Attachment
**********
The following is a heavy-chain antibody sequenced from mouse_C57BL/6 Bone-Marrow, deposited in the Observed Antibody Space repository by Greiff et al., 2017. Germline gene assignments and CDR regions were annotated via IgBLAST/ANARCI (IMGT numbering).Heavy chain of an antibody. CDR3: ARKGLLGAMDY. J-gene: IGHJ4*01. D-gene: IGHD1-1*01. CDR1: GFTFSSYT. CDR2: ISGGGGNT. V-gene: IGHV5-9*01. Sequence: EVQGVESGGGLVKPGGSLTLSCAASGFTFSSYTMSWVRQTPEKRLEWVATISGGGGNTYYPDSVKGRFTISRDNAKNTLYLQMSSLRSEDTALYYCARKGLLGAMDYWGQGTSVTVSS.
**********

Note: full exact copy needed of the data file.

The following is a heavy-chain antibody sequenced from mouse_C57BL/6 Bone-Marrow, deposited in the Observed Antibody Space repository by Greiff et al., 2017. Germline gene assignments and CDR regions were annotated via IgBLAST/ANARCI (IMGT numbering).Heavy chain of an antibody. CDR3: ARKGLLGAMDY. J-gene: IGHJ4*01. D-gene: IGHD1-1*01. CDR1: GFTFSSYT. CDR2: ISGGGGNT. V-gene: IGHV5-9*01. Sequence: EVQGVESGGGLVKPGGSLTLSCAASGFTFSSYTMSWVRQTPEKRLEWVATISGGGGNTYYPDSVKGRFTISRDNAKNTLYLQMSSLRSEDTALYYCARKGLLGAMDYWGQGTSVTVSS.